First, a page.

During my first CanSkate session my feet started to hurt and everything just felt bad. In the middle of the session, I left the ice and started complaining to my father. At the next training session, my father fitted my brother’s old hockey skates to me. When I stepped onto the ice for the second time, I was immediately relieved.

One of the coaches at the sessions, who was also a figure skating instructor, approached my parents about enrolling me in private figure skating lessons because of my natural ability. But my parents politely declined because they wanted me to do a team sport.

A few years later, one of my mother’s best friends, whom she met the year I was born, invited us to see her daughter’s game of Ringette. Her daughter, who was also one of my best friends, played for the Nepean Ravens. I still remember her royal blue striped pants.

A photo of Christianna Alexiou, about 11 years old, playing for the City of Ottawa Ringette Association. [Photo © Geoff Murphy and Fuencisla Leal-Santiago]

I was mesmerized throughout the game. After that, my mother and I went to the team’s dressing room to listen to their coach’s speech. I even got some oranges, just like the rest of the players – a post-game staple. It made me feel like I already belonged.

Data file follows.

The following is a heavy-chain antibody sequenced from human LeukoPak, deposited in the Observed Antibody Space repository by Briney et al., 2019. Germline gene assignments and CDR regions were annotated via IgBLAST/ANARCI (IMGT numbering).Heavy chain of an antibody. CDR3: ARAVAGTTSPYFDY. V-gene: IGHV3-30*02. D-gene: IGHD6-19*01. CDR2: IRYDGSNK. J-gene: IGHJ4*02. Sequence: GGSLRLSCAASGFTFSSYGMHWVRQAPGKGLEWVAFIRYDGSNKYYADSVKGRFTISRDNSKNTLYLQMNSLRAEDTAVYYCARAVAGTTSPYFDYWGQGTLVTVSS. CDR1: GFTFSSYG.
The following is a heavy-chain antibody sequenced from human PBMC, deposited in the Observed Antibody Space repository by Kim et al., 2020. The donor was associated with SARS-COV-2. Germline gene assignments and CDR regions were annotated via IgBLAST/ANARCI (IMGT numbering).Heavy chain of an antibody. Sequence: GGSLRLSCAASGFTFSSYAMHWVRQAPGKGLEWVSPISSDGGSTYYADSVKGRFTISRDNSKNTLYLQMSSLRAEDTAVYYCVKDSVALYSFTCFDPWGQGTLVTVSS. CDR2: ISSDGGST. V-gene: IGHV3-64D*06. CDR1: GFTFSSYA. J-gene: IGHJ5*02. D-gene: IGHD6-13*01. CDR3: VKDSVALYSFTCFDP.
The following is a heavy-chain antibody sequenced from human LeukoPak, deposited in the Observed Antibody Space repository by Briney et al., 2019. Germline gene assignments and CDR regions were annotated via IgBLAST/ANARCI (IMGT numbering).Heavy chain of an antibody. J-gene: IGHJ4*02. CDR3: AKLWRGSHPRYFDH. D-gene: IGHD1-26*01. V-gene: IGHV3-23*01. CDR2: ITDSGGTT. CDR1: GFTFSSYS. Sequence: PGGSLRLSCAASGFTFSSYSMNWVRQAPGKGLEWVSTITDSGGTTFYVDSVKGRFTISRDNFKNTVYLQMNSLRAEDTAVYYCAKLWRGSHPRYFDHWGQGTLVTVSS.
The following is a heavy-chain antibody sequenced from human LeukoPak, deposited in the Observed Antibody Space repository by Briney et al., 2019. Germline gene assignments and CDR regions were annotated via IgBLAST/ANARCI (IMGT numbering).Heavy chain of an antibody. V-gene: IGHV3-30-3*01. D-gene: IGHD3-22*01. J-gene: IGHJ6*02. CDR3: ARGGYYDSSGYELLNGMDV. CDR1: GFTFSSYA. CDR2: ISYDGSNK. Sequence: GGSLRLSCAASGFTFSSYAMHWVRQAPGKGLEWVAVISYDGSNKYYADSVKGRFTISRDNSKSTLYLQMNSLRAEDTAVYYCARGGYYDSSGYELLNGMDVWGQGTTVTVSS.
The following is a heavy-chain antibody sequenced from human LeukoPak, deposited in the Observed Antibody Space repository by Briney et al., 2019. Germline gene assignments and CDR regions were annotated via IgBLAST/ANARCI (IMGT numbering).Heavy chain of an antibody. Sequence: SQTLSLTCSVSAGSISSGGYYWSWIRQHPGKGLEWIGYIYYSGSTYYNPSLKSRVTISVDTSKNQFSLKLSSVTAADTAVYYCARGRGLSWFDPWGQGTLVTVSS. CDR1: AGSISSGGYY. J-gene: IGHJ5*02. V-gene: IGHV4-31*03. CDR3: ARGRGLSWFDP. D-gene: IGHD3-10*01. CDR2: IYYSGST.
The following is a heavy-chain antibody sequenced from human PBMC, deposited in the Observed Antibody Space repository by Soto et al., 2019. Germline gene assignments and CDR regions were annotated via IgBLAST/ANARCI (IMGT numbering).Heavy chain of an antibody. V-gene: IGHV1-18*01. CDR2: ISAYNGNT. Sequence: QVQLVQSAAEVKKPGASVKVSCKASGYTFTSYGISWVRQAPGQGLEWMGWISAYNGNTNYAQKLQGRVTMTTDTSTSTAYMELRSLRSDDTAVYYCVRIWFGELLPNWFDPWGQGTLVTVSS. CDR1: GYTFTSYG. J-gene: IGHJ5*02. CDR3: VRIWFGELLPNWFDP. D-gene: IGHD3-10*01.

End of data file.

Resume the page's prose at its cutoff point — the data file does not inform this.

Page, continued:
My mother later asked me what I thought of it and if I wanted to try Ringette too. I was immediately hooked and agreed. I’ve been in love with the game ever since.

I’ve played many sports – soccer, golf, volleyball, field hockey, cross-country skiing, track and field, basketball – but Ringette’s momentum has always been second to none. Maybe it’s because it’s a woman-centric sport, which felt empowering, or because it was invented in Canada.

The story behind ringette

Ringette was founded in 1963 by Sam Jacks, who was elected President of the Society of Directors of Municipal Recreation of Ontario. He wanted to develop an on-ice game for women that promotes movement and participation. Inspiration came from his three sons – Barry, Bruce and Brian – who played hockey.

I remember meeting Jack’s son Brian when I was in high school. He was at Kanata Golf and Country Club, where my father usually plays. As a competitive ringette player, I was struck by the stars and felt like I was encountering a living part of ringette history.

It also puts into perspective how new the sport is. The game is still adapting and different now than when I played as a kid. Recently, some of my teammates and I laughed at how someone used the term ‘tweens’ to refer to what is now known as U14, the level for 13-year-olds and under. In my day the levels were Bunnies, Novice, Petite, Tweens, Junior, Belle, Open and Masters. Now let’s just say U9, U10, U12, U14, U16, U19, Open and Masters.

In 2016, Christianna Alexiou played U16 AA for the City of Ottawa Ringette Association. This was one of the team’s huddles. [Photo © Sima Farah]